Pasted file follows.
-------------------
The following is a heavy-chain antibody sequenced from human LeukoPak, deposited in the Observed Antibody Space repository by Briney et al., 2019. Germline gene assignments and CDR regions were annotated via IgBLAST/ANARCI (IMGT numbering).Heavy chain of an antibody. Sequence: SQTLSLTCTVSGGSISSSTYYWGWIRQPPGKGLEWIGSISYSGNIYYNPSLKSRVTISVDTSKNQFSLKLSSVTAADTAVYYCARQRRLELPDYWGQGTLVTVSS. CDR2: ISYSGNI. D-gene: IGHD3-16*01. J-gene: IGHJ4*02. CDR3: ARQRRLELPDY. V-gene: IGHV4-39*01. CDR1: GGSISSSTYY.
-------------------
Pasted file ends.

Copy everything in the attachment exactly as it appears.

The following is a heavy-chain antibody sequenced from human LeukoPak, deposited in the Observed Antibody Space repository by Briney et al., 2019. Germline gene assignments and CDR regions were annotated via IgBLAST/ANARCI (IMGT numbering).Heavy chain of an antibody. Sequence: SQTLSLTCTVSGGSISSSTYYWGWIRQPPGKGLEWIGSISYSGNIYYNPSLKSRVTISVDTSKNQFSLKLSSVTAADTAVYYCARQRRLELPDYWGQGTLVTVSS. CDR2: ISYSGNI. D-gene: IGHD3-16*01. J-gene: IGHJ4*02. CDR3: ARQRRLELPDY. V-gene: IGHV4-39*01. CDR1: GGSISSSTYY.